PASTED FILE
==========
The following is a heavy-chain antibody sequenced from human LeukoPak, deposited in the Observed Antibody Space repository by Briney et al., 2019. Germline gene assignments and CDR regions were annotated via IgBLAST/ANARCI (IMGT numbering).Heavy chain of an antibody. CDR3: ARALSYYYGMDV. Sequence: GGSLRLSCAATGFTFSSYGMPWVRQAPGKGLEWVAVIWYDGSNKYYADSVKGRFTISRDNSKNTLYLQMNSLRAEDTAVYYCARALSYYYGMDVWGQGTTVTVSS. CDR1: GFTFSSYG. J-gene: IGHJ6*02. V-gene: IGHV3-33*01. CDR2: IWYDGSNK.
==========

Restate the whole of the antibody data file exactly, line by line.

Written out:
The following is a heavy-chain antibody sequenced from human LeukoPak, deposited in the Observed Antibody Space repository by Briney et al., 2019. Germline gene assignments and CDR regions were annotated via IgBLAST/ANARCI (IMGT numbering).Heavy chain of an antibody. CDR3: ARALSYYYGMDV. Sequence: GGSLRLSCAATGFTFSSYGMPWVRQAPGKGLEWVAVIWYDGSNKYYADSVKGRFTISRDNSKNTLYLQMNSLRAEDTAVYYCARALSYYYGMDVWGQGTTVTVSS. CDR1: GFTFSSYG. J-gene: IGHJ6*02. V-gene: IGHV3-33*01. CDR2: IWYDGSNK.